ProtoBuf, ASN.1, and Avro all use data encodings that require a schema to be able to parse them. In other words, they are not self-describing. A non-self-describing data format can be made slightly more compact than a self-describing data format in some situations, but the difference is small. Data formats requiring a schema can be a bit more cumbersome to work with though, so it is a tradeoff.

For a more detailed overview, you can see our own comparison page, which we update from time to time. There are some data formats missing, like Amazon’s ION, YAML and XML, but we will add them eventually:


Performance-wise our measurements have shown RION to be able to match the speeds of MessagePack and CBOR, while getting close to that of ProtoBuf. All our benchmarks were based on serializing and deserializing objects, though. If you work with RION directly in its binary form, and/or only parse parts of it, you can greatly increase speed. Our benchmarks are a bit old, so we will need to re-do them soon. But there they are, so far:


Summary and Further Details

All in all, we believe RION is one of the best all-round data formats available today. It offers fast, efficient binary encoding, a versatile and flexible set of field types, and is designed to be read and written both directly in its binary form (for speed) or for being serialized to and deserialized from objects. In terms of speed, it will match most popular data formats and can even exceed them with tabular data formats, or if reading RION directly in its binary form.

We (Nanosai) have spent quite some time analyzing RION and comparing it to other data formats, but we believe the current encoding provides a good base from which to expand. We still have a few corners to attend to (like References) but we expect to address most of those in 2020. We will post again as RION becomes more and more complete.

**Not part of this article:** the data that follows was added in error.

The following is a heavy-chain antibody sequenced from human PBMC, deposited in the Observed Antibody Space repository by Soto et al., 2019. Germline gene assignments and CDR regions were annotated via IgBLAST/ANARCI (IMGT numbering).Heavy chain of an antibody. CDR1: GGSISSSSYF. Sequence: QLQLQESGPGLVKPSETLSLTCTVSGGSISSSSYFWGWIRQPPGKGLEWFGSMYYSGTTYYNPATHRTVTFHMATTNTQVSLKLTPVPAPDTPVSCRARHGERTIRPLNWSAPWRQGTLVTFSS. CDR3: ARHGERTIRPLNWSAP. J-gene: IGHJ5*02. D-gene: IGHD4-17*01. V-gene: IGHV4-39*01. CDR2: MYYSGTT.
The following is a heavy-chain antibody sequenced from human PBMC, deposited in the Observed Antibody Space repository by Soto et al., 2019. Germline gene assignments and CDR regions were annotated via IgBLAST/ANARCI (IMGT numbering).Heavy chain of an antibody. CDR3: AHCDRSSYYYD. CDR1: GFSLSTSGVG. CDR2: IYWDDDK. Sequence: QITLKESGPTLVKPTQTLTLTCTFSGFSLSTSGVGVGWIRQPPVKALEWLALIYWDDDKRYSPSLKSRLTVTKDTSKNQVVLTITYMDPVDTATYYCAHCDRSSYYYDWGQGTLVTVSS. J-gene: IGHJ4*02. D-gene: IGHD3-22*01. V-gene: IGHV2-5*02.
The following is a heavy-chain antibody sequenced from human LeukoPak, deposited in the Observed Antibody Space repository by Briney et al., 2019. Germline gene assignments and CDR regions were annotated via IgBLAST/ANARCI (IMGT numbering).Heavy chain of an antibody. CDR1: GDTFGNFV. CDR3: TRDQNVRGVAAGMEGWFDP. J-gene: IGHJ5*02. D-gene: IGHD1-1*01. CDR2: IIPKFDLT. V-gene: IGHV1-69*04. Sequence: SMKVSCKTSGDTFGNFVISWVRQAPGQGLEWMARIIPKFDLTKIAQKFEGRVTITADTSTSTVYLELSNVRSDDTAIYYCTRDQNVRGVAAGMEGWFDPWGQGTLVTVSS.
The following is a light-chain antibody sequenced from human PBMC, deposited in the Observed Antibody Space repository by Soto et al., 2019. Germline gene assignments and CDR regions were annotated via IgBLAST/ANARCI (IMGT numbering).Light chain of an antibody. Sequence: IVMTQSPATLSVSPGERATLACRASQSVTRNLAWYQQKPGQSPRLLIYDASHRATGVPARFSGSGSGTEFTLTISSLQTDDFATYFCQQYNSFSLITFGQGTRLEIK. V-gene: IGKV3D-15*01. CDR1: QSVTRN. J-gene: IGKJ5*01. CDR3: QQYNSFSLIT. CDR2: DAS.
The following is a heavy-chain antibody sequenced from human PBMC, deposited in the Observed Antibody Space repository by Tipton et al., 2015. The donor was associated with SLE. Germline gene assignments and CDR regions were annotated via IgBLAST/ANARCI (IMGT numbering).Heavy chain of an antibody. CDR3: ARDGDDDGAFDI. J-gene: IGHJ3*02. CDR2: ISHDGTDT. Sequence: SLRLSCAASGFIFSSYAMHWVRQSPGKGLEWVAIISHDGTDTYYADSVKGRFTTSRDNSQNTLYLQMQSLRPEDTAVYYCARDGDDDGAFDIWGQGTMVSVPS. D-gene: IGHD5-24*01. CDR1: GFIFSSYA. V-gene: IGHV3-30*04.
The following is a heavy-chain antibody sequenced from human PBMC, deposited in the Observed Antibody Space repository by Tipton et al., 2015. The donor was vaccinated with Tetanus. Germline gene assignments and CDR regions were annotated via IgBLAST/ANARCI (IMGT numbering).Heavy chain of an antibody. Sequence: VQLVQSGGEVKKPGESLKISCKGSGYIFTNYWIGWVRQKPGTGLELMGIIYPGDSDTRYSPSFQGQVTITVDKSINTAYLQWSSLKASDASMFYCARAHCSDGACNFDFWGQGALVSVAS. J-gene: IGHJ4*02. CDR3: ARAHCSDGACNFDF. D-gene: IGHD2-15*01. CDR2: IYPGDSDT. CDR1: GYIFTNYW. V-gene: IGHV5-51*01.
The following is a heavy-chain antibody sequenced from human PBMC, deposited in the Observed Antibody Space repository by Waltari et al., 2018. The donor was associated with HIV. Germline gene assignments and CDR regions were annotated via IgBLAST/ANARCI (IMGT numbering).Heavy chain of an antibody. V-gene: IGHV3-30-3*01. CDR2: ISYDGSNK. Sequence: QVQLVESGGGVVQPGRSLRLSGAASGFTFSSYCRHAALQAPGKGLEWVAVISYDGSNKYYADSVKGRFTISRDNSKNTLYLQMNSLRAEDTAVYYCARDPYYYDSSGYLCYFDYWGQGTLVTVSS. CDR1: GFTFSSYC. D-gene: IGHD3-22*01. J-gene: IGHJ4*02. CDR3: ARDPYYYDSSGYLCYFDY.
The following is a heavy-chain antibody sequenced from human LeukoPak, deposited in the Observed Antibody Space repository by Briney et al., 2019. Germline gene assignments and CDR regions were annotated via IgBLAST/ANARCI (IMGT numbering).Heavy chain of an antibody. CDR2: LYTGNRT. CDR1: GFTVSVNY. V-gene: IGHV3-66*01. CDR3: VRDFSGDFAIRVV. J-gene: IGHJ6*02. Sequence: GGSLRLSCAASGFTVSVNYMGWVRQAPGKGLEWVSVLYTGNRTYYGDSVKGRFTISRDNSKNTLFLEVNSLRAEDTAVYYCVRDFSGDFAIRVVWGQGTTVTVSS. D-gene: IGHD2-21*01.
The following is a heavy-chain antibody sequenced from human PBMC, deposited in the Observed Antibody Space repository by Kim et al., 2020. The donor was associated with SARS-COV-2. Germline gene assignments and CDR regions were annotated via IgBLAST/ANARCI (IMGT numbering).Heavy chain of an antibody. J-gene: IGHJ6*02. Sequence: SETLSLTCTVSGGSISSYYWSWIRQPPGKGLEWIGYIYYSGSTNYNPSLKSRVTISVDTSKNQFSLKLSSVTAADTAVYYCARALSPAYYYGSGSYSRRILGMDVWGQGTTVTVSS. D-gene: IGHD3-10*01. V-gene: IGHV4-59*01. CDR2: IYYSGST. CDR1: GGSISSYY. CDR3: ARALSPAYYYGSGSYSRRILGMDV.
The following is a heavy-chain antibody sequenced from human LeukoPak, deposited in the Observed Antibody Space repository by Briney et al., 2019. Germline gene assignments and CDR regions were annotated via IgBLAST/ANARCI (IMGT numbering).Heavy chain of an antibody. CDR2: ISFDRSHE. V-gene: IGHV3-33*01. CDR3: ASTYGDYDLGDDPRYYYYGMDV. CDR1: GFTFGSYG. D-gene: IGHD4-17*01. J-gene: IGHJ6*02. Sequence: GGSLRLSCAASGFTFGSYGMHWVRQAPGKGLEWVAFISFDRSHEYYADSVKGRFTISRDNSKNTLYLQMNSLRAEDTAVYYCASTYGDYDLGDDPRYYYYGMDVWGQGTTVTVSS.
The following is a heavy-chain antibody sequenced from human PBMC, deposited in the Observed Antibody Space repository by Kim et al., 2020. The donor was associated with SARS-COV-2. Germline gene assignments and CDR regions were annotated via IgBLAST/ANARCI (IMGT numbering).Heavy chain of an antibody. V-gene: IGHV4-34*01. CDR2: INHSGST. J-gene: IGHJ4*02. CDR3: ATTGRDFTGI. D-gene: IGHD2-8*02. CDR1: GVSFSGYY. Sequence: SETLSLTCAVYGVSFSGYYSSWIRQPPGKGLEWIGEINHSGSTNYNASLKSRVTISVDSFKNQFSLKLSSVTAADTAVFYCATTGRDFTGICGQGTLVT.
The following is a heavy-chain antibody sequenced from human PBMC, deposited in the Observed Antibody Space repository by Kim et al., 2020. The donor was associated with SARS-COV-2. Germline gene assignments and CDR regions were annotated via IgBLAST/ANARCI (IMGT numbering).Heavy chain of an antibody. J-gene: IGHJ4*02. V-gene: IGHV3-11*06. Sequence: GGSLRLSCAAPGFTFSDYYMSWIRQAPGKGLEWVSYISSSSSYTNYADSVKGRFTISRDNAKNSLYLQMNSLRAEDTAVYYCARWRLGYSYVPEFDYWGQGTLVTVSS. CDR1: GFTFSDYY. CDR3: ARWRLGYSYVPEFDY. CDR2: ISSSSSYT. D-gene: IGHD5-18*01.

We are using RION as message encoding for our network protocol IAP which is an alternative to HTTP for efficient and flexible network communication at the application layer. IAP is still in progress, but the basics are already well defined.

We are also using RION as record format in Stream Ops for Java - our embeddable data streaming engine. Stream Ops is like a “Kafka light”. Stream Ops is at proof of concept stage at this point, but we expect to improve it throughout 2020. 

Because Stream Ops uses RION we can achieve some pretty good record processing throughput speeds. Right now we have been able to squeeze it to 19.5 million records per second (small records) on a developer laptop. We hope to see much higher numbers on data center grade hardware. Long term we are actually shooting for 1 billion records per second, as you can read in our 1BRS challenge.

Currently, our open source toolkits for RION are implemented in Java, but once they stabilize, we plan to expand to other languages too. Probably the performance languages first, like C#, C/C++, and then perhaps Python, since it is used a lot for data science. But that is still to be decided.

So, if you are in the market for a fast, compact, versatile all-round data format, whether you are doing high-performance microservices, data science, event-driven architecture with Kafka, Pulsar, Hazelcast etc, it might be worthwhile for you to give RION a look.

More Information About RION

Raw Internet Object Notation (RION) is our current working title for this data format. We started out with the name ION, but a year later Amazon released a data format named ION which they had been using internally, so we switched to RION. We might change the name again in the future, but the data format itself is reasonably stable by now.

For those interested in all the details of RION, check out the RION tutorial:


We are also developing an open source toolkit for working with RION in Java called Rion Ops for Java. You can find RION Ops for Java here:


Further Reading

distributed systems ,data formats ,data exchange ,data streaming ,big data ,rion